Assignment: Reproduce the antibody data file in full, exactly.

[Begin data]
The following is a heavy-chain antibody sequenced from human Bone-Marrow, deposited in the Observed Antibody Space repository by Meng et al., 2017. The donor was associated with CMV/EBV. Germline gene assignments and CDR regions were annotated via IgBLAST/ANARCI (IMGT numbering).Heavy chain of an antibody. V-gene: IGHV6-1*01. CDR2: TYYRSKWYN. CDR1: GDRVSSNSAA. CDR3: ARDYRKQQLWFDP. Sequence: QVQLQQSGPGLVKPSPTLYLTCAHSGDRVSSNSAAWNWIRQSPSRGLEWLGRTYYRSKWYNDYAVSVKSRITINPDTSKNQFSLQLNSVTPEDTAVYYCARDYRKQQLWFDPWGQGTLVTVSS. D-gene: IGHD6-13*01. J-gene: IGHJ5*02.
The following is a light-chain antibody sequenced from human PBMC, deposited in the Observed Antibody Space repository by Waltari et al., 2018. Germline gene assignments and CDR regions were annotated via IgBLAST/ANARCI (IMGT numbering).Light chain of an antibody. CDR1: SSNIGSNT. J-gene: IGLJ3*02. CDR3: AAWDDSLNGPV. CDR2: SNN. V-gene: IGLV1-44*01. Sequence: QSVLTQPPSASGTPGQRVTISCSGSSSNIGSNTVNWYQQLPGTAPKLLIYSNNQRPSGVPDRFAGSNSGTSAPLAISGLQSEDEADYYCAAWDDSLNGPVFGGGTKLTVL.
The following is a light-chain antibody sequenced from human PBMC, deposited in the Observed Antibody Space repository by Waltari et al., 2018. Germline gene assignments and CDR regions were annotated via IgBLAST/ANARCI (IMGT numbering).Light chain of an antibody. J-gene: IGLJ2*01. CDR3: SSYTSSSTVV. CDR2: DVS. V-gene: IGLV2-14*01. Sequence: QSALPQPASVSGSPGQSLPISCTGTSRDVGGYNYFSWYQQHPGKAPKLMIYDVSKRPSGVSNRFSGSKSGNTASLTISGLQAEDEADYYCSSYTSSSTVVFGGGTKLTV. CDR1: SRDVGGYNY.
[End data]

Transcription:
The following is a heavy-chain antibody sequenced from human Bone-Marrow, deposited in the Observed Antibody Space repository by Meng et al., 2017. The donor was associated with CMV/EBV. Germline gene assignments and CDR regions were annotated via IgBLAST/ANARCI (IMGT numbering).Heavy chain of an antibody. V-gene: IGHV6-1*01. CDR2: TYYRSKWYN. CDR1: GDRVSSNSAA. CDR3: ARDYRKQQLWFDP. Sequence: QVQLQQSGPGLVKPSPTLYLTCAHSGDRVSSNSAAWNWIRQSPSRGLEWLGRTYYRSKWYNDYAVSVKSRITINPDTSKNQFSLQLNSVTPEDTAVYYCARDYRKQQLWFDPWGQGTLVTVSS. D-gene: IGHD6-13*01. J-gene: IGHJ5*02.
The following is a light-chain antibody sequenced from human PBMC, deposited in the Observed Antibody Space repository by Waltari et al., 2018. Germline gene assignments and CDR regions were annotated via IgBLAST/ANARCI (IMGT numbering).Light chain of an antibody. CDR1: SSNIGSNT. J-gene: IGLJ3*02. CDR3: AAWDDSLNGPV. CDR2: SNN. V-gene: IGLV1-44*01. Sequence: QSVLTQPPSASGTPGQRVTISCSGSSSNIGSNTVNWYQQLPGTAPKLLIYSNNQRPSGVPDRFAGSNSGTSAPLAISGLQSEDEADYYCAAWDDSLNGPVFGGGTKLTVL.
The following is a light-chain antibody sequenced from human PBMC, deposited in the Observed Antibody Space repository by Waltari et al., 2018. Germline gene assignments and CDR regions were annotated via IgBLAST/ANARCI (IMGT numbering).Light chain of an antibody. J-gene: IGLJ2*01. CDR3: SSYTSSSTVV. CDR2: DVS. V-gene: IGLV2-14*01. Sequence: QSALPQPASVSGSPGQSLPISCTGTSRDVGGYNYFSWYQQHPGKAPKLMIYDVSKRPSGVSNRFSGSKSGNTASLTISGLQAEDEADYYCSSYTSSSTVVFGGGTKLTV. CDR1: SRDVGGYNY.